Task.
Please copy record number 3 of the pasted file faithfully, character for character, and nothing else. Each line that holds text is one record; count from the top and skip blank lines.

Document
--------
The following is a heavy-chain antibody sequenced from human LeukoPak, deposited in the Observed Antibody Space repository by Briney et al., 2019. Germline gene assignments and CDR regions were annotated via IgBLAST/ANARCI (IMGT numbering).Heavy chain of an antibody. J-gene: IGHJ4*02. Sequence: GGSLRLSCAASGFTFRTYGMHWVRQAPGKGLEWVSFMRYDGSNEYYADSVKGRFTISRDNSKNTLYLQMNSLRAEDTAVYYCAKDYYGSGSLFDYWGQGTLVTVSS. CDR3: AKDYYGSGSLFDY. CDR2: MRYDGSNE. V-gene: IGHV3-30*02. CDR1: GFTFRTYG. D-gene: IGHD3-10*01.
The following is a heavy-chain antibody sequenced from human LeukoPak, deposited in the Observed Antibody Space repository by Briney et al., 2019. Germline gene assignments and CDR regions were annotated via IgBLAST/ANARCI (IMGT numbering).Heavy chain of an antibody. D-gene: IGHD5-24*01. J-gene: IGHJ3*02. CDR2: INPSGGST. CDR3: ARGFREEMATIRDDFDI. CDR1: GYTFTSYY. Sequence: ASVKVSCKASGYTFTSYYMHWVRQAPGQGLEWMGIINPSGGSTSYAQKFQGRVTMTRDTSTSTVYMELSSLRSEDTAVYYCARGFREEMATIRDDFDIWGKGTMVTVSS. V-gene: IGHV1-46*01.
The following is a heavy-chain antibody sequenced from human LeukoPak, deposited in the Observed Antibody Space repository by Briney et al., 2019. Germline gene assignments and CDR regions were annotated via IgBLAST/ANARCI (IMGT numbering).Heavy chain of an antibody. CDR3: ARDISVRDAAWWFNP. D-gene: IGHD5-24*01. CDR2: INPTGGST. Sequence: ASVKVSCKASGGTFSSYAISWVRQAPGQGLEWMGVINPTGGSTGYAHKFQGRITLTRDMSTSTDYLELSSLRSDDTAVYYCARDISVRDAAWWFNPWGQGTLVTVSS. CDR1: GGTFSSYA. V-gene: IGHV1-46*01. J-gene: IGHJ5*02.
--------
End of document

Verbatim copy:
The following is a heavy-chain antibody sequenced from human LeukoPak, deposited in the Observed Antibody Space repository by Briney et al., 2019. Germline gene assignments and CDR regions were annotated via IgBLAST/ANARCI (IMGT numbering).Heavy chain of an antibody. CDR3: ARDISVRDAAWWFNP. D-gene: IGHD5-24*01. CDR2: INPTGGST. Sequence: ASVKVSCKASGGTFSSYAISWVRQAPGQGLEWMGVINPTGGSTGYAHKFQGRITLTRDMSTSTDYLELSSLRSDDTAVYYCARDISVRDAAWWFNPWGQGTLVTVSS. CDR1: GGTFSSYA. V-gene: IGHV1-46*01. J-gene: IGHJ5*02.